TRUBETSKOI, SERGEI (1862–1905), scion of an old noble family in Russia, was professor of philosophy at the University of Moscow. Weeks before his death Sergei Nikolaevich Trubetskoi became the university's first elected rector. He was instrumental in popularizing philosophical idealism. His philosophical and religious convictions led him to take public stands on the major issues of the day, positions which brought him national prominence. At an audience with the tsar in June 1905 Prince Trubetskoi was the spokesman of the moderate liberals. A close confidant of Vladimir Solov'ev, Trubetskoi worked within the philosophical tradition of idealism that encompassed Plato, Kant, the Russian Slavophiles, especially Ivan Kireevskii, and the Western mystics, particularly Jakob Boehme. Trubetskoi's interest in the history of philosophy led him to the history of religion. He wrote an introduction to the Russian edition of Karl Barth's Religions of India and prepared a bibliography on the history of religion for the Russian edition of P. D. Chantepie de la Saussaye's Illustrated History of Religions.
Trubetskoi's work was based on philological as well as historical study and demonstrates an amalgamation of philosophical and religious concerns. He maintained that while no strictly philosophical system can solve all the problems raised by philosophy, Christianity does hold solutions to these problems. For Trubetskoi, sophia (wisdom) is an intermediary between the absolute and humanity. He argued that the Logos, which he traced not to the philosophy of the Greeks but to Jewish gnosticism, refers to the concrete person of Christ rather than to a rational concept that might be linked to sophia. He rejected the notion of God as the absolute actualizing itself in history since, in his view, the absolute, by its very nature, could not be in the process of becoming. Trubetskoi held that Christianity, with its absolute and autonomous system of morality, is the vehicle through which the potential for the kingdom of God can be realized.
The source of true knowledge, according to Trubetskoi, lay in reason, sensibility, innate ideas, mystical experience, and faith, all of which reflect what he refers to as the "concrete consciousness" of each individual. Knowledge is possible because the human being is conscious of an external reality and is also part of that reality. Consciousness is not solely the function of the individual but of the species collectively. Hence, Trubetskoi considered the consciousness of causality to be both innate and based upon external reality. In his statement, "Whenever I make any decision I hold within myself a conference about all with all," Trubetskoi encapsulated a theory he characterized as "metaphysical socialism."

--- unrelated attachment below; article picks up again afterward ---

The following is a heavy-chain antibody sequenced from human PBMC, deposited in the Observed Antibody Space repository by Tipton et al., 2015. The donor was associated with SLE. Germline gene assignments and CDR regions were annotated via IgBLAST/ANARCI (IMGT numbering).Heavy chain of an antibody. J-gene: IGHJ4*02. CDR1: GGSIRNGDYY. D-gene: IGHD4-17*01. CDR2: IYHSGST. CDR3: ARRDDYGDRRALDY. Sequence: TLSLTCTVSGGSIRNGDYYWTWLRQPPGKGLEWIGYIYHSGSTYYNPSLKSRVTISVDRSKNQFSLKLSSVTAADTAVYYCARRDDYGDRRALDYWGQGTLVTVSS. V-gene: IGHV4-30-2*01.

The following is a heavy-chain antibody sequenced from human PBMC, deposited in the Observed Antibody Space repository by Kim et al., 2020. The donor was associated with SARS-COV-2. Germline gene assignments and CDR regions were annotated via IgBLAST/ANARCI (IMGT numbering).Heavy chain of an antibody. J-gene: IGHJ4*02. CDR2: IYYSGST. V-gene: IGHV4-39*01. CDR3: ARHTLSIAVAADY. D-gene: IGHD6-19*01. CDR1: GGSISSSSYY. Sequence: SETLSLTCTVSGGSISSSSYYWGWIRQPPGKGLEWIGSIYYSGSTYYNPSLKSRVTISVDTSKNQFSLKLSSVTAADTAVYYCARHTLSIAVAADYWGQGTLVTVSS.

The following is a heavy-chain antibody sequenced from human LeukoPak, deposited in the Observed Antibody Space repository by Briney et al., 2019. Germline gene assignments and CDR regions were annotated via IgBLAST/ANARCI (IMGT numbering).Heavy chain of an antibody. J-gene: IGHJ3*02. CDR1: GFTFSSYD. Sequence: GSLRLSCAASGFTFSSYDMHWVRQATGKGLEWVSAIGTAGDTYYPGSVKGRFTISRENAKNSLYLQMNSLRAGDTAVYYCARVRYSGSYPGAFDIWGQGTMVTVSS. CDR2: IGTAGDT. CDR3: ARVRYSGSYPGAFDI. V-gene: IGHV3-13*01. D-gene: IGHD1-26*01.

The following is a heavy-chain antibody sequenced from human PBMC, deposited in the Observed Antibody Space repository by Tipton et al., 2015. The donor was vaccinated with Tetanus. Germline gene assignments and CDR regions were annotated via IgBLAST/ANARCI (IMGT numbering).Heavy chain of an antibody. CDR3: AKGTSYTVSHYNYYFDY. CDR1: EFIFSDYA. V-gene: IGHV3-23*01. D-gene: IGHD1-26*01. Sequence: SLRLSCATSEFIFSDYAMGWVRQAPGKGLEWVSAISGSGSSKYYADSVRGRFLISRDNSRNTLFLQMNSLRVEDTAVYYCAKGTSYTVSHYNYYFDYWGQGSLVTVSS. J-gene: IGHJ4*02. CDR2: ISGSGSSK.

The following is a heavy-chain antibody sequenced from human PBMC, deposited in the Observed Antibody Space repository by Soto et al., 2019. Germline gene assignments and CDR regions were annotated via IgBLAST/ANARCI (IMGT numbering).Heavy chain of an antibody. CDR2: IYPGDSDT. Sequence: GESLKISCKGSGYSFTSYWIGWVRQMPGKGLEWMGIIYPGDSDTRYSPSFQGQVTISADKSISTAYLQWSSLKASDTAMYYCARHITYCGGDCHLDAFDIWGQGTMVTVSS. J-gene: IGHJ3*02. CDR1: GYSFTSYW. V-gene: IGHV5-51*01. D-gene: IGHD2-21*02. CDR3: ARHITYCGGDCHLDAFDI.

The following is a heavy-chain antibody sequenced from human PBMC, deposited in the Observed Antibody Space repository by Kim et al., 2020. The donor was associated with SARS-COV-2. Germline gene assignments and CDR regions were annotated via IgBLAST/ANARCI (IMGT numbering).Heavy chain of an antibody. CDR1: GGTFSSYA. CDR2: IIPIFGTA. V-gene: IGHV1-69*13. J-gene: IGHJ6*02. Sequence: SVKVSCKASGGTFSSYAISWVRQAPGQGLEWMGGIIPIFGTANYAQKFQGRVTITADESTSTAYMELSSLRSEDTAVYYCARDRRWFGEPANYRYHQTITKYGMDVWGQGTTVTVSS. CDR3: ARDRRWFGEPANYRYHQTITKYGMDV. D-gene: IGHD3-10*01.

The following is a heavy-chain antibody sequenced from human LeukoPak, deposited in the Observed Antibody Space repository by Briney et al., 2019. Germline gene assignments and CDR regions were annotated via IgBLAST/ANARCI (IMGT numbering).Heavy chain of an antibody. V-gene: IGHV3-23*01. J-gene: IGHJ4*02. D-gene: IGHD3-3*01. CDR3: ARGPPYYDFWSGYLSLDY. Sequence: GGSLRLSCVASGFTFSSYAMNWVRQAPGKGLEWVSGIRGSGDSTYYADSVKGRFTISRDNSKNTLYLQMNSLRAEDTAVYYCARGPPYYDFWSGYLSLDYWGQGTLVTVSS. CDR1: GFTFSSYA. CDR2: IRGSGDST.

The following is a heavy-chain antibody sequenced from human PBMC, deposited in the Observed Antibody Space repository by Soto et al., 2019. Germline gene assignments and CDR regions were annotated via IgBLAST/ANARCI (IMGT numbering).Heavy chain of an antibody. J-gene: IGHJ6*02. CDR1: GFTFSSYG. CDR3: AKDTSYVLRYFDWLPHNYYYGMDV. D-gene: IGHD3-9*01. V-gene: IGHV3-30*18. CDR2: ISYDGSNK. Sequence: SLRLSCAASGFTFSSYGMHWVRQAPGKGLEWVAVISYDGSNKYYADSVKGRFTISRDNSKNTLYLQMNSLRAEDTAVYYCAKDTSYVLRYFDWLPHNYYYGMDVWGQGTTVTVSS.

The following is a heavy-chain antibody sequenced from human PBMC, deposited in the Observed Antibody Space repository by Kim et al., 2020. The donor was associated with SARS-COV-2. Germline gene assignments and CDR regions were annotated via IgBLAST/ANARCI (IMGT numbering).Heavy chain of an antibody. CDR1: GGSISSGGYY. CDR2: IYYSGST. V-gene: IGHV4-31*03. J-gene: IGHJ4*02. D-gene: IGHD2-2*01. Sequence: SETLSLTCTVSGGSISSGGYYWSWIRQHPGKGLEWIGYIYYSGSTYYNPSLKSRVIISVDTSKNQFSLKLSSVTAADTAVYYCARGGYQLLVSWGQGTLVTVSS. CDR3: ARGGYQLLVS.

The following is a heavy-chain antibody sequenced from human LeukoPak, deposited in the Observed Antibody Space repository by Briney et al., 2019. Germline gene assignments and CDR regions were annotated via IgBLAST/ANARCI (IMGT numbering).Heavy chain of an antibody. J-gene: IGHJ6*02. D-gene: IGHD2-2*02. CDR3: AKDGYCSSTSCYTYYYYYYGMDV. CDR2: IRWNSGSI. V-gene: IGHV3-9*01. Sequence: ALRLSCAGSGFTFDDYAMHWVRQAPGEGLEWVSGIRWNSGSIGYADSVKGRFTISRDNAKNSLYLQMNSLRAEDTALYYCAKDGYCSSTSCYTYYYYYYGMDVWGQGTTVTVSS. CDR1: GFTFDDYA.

Because human beings have the capacity to reason, Trubetskoi argued, it follows that humankind can rise above natural causes and act morally. Eventually, humanity or society can develop the capacity to become a real organism, an eternal person. Although Trubetskoi posited the collectivity of consciousness, he maintained that value lay with the individual, since it is the individual who can reason and know. He defended the immortality of the individual soul and the freedom of the individual from external constraints. His conscious attempts to popularize philosophy drew him into the public arena. The reactionary wing of the Russian Orthodox clergy, which resented lay interference and the intrusion of philosophy into religion, accused Trubetskoi of undermining religion, while in actuality he sought to make it meaningful to the educated.
Among Trubetskoi's major works are Metafizika v drevnei Gretsii (Metaphysics in Ancient Greece; 1890), Uchenie o logose v istorii (A Study of the Logos in History; 1900), "Psikhologicheskii determinizm i nravstvennaia svoboda" (Psychological Determinism and Moral Freedom; 1894), "Etika i dogmatika" (Ethics and Dogmatics; 1895), "Osnovaniia idealizma" (Foundations of Idealism; 1896), and "Vera v bezsmertie" (Belief in Immortality; 1902). The articles were published in Voprosy filosofii i psikhologii (Issues in Philosophy and Psychology), a journal Trubetskoi was instrumental in founding. His collected works are available as Sobranie sochinenii kn. Sergeia Nikolaevicha Trubetskogo, 6 vols. in 5, edited by L. M. Lopatin (Moscow, 1907–1912). For further discussion of Trubetskoi, see my book S. N. Trubetskoi: An Intellectual among the Intelligentsia in Pre-Revolutionary Russia, with an introduction by Georges Florovsky (Belmont, Mass., 1976).
Martha Bohachevsky-Chomiak (1987)